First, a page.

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Thread: Prospect Park & Vicinity

  1. #1
    Forum Veteran
    Join Date
    Jan 2002
    West Harlem

    Default Prospect Park & Vicinity

    Didn't get around to much of the park due to time constraints, but I got a few shots.

    North up Prospect Park West


    Grand Army Plaza

    Brooklyn's Flatiron. I think this is Union Street.

    New Shinnecock Tower, first new highrise in Park Slope in 30 years. The cornices are, well, corny, but overall it's alright.

    An entrance into the Park from PPW, with a pigeon disrespecting the guardian.

    Long (Great?) Meadow


    Litchfield Villa

    And a few blocks away, work on the new entrance to the Brooklyn Museum of Art

  2. #2

    Default Prospect Park & Vicinity

    Finally a picture of Brooklyn's Flatiron - I've been looking for one forever. Thanks. (By the way, here's the Bronx's Flatiron.)

    Manhattan may be grand, but Brooklyn's exquisite.

  3. #3

    Default Prospect Park & Vicinity

    I was in Park Slope today, but no camera, so thanks for the nice shots.

    I think that mansion on PPW is a school.

  4. #4
    Forum Veteran
    Join Date
    Nov 2002
    New York City

    Default Prospect Park & Vicinity

    Looks a lot like Central Park, if you factor out the absence of speeding bicyclists and camera-clutching Nebraskan tourists.

    That shot first shot of PPW could easily be mistaken for upper Fifth Avenue. *Until now, I had no idea of how many pre-war gems Brooklyn possessed.

  5. #5


    May 27, 2004

    A Park Pretty for the Rich Yet Run-Down for the Poor


    At Long Meadow at the western edge of Prospect Park, Elizabeth Redwine, left, with Nathaniel, 5 months, talks with Nicole Schroeer, with Devon, 4 months.

    Here is a place of measured contemplation. Sunbathers doze into afternoon dazes, children romp and hounds do too, soundlessly in the distance. Gossamer pink petal pathways follow low-rolling hillsides past ball fields and into the knotty woods.

    And here is a trail of stones broken or gone, a weather-beaten and flood-prone zone where plastic wrappers consort with cigarette cartons. Sagging, broken benches line the way, and sirens honk from a street nearby. Cyclists and horsemen venture apace.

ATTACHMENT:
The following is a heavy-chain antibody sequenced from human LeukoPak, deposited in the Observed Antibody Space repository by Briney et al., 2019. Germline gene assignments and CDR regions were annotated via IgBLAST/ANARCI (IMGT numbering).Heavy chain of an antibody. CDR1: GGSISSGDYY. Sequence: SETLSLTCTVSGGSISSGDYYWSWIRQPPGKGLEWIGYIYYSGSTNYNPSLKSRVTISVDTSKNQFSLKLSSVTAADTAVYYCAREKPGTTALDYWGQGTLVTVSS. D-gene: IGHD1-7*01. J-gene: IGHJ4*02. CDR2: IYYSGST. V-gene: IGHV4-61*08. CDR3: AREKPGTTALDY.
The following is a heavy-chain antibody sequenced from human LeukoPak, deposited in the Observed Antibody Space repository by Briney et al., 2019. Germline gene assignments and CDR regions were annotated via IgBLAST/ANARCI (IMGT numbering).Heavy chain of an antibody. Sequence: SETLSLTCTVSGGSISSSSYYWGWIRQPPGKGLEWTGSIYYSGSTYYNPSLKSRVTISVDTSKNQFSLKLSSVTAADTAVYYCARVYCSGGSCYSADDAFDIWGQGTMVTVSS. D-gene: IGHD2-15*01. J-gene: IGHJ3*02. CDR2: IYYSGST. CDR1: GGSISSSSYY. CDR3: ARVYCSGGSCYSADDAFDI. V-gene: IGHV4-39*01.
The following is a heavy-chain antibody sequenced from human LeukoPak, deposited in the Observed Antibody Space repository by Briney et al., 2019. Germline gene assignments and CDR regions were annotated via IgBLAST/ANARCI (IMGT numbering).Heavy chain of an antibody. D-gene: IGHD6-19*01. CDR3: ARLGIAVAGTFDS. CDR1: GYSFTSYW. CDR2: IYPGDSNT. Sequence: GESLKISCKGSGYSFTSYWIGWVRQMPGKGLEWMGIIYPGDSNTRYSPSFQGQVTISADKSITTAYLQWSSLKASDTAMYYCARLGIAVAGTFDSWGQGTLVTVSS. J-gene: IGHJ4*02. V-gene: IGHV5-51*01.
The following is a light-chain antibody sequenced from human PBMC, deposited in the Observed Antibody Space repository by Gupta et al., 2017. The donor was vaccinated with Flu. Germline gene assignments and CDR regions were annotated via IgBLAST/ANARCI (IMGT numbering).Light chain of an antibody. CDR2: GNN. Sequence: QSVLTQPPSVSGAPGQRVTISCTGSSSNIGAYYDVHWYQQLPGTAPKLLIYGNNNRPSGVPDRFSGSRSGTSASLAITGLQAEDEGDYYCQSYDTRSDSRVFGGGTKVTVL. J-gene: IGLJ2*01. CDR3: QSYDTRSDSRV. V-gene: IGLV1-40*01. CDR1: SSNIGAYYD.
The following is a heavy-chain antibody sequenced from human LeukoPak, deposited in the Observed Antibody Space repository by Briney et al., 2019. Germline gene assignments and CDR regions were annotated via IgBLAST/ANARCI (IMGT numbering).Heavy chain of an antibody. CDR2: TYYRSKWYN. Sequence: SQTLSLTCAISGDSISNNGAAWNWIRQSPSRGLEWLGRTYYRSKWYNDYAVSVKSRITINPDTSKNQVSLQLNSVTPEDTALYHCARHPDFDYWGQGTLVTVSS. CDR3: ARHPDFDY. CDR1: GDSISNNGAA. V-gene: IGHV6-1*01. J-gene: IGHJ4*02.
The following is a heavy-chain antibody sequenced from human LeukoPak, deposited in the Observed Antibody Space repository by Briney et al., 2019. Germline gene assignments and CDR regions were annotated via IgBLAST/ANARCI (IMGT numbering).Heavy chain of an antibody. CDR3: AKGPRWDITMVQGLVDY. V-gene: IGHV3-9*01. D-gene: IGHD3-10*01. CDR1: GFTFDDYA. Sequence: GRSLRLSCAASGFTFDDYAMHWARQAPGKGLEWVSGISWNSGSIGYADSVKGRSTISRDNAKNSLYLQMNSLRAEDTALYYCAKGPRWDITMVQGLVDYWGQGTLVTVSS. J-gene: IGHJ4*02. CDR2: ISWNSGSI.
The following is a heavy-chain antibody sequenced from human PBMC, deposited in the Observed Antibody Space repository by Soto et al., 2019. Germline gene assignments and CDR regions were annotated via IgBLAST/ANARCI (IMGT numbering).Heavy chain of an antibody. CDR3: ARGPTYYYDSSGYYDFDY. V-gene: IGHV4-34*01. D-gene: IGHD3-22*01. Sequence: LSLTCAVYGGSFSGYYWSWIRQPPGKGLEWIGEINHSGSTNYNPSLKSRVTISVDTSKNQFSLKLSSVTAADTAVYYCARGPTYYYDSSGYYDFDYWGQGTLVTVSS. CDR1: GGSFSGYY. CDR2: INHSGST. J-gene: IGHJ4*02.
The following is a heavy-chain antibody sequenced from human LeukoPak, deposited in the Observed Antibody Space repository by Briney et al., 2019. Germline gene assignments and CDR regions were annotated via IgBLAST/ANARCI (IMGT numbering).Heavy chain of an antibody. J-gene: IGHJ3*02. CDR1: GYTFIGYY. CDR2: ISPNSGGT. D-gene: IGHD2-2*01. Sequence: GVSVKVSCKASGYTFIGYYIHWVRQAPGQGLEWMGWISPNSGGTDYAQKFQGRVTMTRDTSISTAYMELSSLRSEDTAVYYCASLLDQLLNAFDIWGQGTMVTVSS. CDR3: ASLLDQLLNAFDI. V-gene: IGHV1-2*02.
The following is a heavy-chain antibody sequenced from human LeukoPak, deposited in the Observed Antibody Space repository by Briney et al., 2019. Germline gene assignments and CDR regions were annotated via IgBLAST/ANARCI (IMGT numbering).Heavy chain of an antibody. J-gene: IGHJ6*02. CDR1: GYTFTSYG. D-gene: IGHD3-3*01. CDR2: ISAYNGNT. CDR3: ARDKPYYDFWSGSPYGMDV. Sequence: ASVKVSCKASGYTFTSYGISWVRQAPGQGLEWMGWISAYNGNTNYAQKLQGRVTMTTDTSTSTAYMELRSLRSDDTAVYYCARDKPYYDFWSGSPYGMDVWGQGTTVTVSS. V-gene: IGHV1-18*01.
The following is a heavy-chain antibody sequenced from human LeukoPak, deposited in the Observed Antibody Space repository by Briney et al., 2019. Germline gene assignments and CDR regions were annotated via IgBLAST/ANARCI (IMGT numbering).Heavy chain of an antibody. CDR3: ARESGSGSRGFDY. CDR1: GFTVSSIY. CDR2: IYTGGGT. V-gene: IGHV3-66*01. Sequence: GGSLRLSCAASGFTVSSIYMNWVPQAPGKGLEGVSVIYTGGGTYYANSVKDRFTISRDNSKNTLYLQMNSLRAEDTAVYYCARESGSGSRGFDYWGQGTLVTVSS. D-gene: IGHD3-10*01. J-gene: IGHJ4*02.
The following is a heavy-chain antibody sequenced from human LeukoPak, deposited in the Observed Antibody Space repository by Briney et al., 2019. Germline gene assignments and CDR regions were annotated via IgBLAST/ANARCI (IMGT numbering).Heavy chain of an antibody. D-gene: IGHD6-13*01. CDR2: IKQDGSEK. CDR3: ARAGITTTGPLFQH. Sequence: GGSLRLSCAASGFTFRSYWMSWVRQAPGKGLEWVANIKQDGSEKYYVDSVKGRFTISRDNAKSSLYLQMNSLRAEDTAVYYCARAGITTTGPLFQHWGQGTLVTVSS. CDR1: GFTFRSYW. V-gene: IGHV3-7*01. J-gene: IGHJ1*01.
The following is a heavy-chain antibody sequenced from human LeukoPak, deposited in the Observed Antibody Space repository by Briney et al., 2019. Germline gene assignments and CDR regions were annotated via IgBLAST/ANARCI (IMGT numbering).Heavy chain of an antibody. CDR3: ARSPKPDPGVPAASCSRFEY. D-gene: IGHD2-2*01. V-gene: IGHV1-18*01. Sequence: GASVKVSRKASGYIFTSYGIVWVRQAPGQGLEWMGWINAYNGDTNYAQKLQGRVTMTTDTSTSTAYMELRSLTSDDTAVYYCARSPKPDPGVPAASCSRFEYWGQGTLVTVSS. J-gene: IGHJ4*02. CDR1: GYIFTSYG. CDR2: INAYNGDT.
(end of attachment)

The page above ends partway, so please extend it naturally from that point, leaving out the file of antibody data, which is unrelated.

These places appear on a New York City road atlas as one, but Brooklyn knows better. Though this rocket ship-shaped patch in the center of the borough is labeled Prospect Park, in the physical world there are two Prospect Parks.

    The reasons for this twinning are complex, but the result is plain and defiant of euphemism. The rich people on the west side have a pretty Prospect Park, and the poor people on the east side have a run-down Prospect Park.

    The park's overseers make no effort to dispute this contrast; rather, they cite it as a priority for work in the coming years.

    Uniformity could hardly be expected of a thing so vast. It spans 526 acres, including a 60-acre manmade lake and 250 acres of woodlands. Walking the perimeter provides more than four miles of exercise.

    Still, to walk the park's width now, from northwest to southeast, is to witness decay with each footfall.

    Begin in Park Slope, where blooming trees fill sidewalk boxes, awnings proclaim parkside addresses and doormen greet taxicabs.This is the 78th Police Precinct, scene of 67 robberies and 30 felonious assaults this year. Almost all of the people here, the latest census showed, are American-born, 85 percent of them are white and about half of them own their homes. Their most common level of schooling has earned them a bachelor's degree, and more than half of them make more than $60,000 a year.

    They enter the park at Long Meadow, its western edge unfolding into a verdant tableland. On warm afternoons, they come with children or in bikinis. Wheeled things go by. A white butterfly floats toward whatever it is that butterflies enjoy.

    "It's a great place to come and read a book or take a nap," says Mariel Greenlee, 23, of Park Slope. "I mostly stay close to this side."

    So do the mothers on the grass, whose infant companions can find a world of entertainment within the span of a blanket.

    "This is, kind of, our spot," says Elizabeth Redwine, 34, of Prospect Heights. "No one cares if you breast-feed here. There's not a lot of creepy people."

    Down the path, past a patch of water reserved for dogs that swim, through a short wooded passage, lies another meadow. Its stone pathways are split by asphalt. Bare patches in the grass become tiny accidental lakes after a rain. Policemen linger on horseback, and there are call boxes for when they do not. Their mounts leave trampled manure next to where others have left tin foil, a plastic cup, newspapers and broken bottles. Past this place known as the Nethermead are the broader banks of the lake, and on its shores a second, different Prospect Park begins.